Here are a few talks I’ve given on the benefits of collecting stories, as well as several personal stories I’ve told at large story-telling events. People attending my talks have said that, while my message seems so basic — encouraging people to stop and tell and really listen to one another’s stories amidst our busy, modern lives — it is so essential. Over the last decade, Dan Buettner, researcher and writer for National Geographic, has been examining”Blue Zones” around the world, those zones where a disproportionate amount of the population lives disability-free into their hundreds. Why? Certainly, traditions around eating and activity are factors, but of especial importance are our relationships. In those “Blue Zone” regions, such as Okinawa, Japan, people travel through their lives deeply connected to their communities. In Japanese, there are even distinct words which designate a friendship that has lasted over eighty years, over ninety years or over one hundred years. People have on average 15 relationships which they travel through life with, relationships with whom they can share their joys and their sorrows.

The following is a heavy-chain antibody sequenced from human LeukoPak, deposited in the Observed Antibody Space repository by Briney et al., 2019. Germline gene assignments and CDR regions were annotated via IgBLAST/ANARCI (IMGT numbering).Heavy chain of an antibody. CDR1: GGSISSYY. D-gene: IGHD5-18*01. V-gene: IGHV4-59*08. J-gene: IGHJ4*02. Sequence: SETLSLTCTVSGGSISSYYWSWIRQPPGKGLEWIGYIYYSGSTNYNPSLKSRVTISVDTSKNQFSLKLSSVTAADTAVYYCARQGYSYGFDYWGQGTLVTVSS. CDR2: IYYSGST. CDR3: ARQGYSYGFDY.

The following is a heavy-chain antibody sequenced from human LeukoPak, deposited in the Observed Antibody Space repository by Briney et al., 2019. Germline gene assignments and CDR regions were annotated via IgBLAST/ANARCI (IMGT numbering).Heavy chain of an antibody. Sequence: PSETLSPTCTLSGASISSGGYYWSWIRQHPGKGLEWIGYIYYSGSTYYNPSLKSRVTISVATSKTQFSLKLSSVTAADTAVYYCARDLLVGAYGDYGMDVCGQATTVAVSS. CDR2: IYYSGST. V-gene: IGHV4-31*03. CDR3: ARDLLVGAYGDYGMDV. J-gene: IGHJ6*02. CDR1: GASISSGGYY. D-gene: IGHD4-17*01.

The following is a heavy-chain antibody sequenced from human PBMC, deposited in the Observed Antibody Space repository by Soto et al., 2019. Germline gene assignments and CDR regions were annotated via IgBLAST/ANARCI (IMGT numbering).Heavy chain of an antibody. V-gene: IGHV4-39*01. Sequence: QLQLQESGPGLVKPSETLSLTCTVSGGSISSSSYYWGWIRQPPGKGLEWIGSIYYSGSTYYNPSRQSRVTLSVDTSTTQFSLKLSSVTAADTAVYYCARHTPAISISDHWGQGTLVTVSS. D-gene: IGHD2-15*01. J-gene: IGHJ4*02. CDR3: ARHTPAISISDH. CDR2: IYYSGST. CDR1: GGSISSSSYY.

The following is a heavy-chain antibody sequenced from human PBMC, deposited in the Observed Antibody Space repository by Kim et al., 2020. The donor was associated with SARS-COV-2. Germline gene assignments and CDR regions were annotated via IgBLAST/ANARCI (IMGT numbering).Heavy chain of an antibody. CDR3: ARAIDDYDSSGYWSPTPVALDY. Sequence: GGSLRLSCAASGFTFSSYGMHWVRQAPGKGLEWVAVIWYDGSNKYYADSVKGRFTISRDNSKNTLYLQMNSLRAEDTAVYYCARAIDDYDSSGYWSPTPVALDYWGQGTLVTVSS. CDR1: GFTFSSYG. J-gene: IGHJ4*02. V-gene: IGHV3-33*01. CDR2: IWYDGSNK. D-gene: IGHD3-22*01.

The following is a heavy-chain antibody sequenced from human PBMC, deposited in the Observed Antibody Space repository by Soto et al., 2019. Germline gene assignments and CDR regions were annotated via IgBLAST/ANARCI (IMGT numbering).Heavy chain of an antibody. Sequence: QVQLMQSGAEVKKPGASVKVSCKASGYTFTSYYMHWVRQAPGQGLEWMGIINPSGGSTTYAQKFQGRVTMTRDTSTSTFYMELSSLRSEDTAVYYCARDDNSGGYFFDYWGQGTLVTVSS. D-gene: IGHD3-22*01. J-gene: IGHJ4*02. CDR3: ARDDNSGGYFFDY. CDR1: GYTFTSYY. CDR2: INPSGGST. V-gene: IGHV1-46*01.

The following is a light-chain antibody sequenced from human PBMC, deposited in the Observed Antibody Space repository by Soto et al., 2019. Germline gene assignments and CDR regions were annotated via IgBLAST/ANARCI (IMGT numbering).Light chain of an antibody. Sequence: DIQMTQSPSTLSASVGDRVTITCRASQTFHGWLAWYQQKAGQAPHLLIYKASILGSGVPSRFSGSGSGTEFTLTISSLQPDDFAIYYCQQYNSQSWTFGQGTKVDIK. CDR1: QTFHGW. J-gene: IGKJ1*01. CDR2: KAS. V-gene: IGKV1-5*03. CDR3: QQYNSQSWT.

In the United States, according to surveys, fifteen years ago, we had three. Today we have one and a half.

We know our modern lives are bad for us. We know isolation kills.

I collect stories as an antidote against our disconnectedness. Stories connect us with what is wise in others and ourselves.

What’s your story?


Here are two stories told at Listen to Your Mother, an storytelling event to commemorate Mother’s Day.

“Oops. Sorry. Thanks.” Listen to Your Mother. 3 May 2014.



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  • "It’s not about statistics. It’s about using individual stories to create that connection, that empathy. Then, rational arguments, like numbers, can play a supporting role."
    - Nicholas Kristof

    "When you’re lost in a good story, it’s not arbitrary, it’s not pleasure for pleasure’s sake. It’s biological, it’s chemical, it’s a survival mechanism."
    - Author Lisa Chron

    "Stories are powerful because they transport us into other people’s worlds but, in doing that, they change the way our brains work and potentially change our brain chemistry — and that’s what it means to be a social creature."
    - Neuroscientist Paul Zak

    "Listening is an act of love."
    - David Isay, StoryCorps